• How much experience do you have with cases like mine?
    • Do you know the judge or prosecutor in this case?
    • Should I take this case to mediation?
    • What are your legal fees and expenses?
    • Are you available after hours for questions?
    • Which lawyers or associates will I be dealing with?
    • Do I have to appear in person for my case?
    • Where is your Texas law office located?

    Some people find a lawyer based on a recommendation from a friend or family member but you should do your own evaluation. A friend who suggested a divorce attorney may not be in the best position to recommend a criminal defense law attorney or tax lawyer. Dealing with legal issues can be complicated and frustrating. You should find the right lawyer that you can connect with to provide you with information, advice, and the legal aid you need.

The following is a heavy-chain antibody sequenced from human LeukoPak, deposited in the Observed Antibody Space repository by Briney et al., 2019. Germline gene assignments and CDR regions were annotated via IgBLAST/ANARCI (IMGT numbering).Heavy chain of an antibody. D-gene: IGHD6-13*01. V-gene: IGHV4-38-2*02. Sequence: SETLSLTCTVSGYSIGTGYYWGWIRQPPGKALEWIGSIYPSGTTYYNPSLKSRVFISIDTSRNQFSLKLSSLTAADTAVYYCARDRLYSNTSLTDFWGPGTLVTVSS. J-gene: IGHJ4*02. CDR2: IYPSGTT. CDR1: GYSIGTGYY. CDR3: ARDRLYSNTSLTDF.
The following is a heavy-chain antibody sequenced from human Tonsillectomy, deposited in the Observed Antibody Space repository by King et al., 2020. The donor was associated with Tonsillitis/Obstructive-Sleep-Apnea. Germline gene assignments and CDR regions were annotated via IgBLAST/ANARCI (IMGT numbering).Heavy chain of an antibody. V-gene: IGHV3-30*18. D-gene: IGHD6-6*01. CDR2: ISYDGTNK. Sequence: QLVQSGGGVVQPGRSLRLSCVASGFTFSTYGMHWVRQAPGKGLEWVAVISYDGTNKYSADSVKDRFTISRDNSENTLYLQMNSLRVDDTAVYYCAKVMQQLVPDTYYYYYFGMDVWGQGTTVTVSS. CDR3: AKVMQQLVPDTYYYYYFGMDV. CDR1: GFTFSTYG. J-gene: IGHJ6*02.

• The cost of hiring a lawyer can depend on the type of law and the complexity of the case. Some lawyers offer a free initial consultation. A free consultation is more common in contingency fee cases like personal injury or medical malpractice. Some lawyers may require a fee for the initial interview. During the initial interview, the lawyer may be able to provide some important information, including your legal options, likely outcomes, and cost of legal services. An initial interview is also an opportunity for you to see if this person is the right lawyer for you.

  • The State Bar of Texas keeps Texas Disciplinary Rules of Professional Conduct records of violations or grievances against attorneys in the state. You can use the search tool on the state bar website to check an attorney's public disciplinary history. The state bar search results should show the lawyer's disciplinary history (if any) in Texas and other states.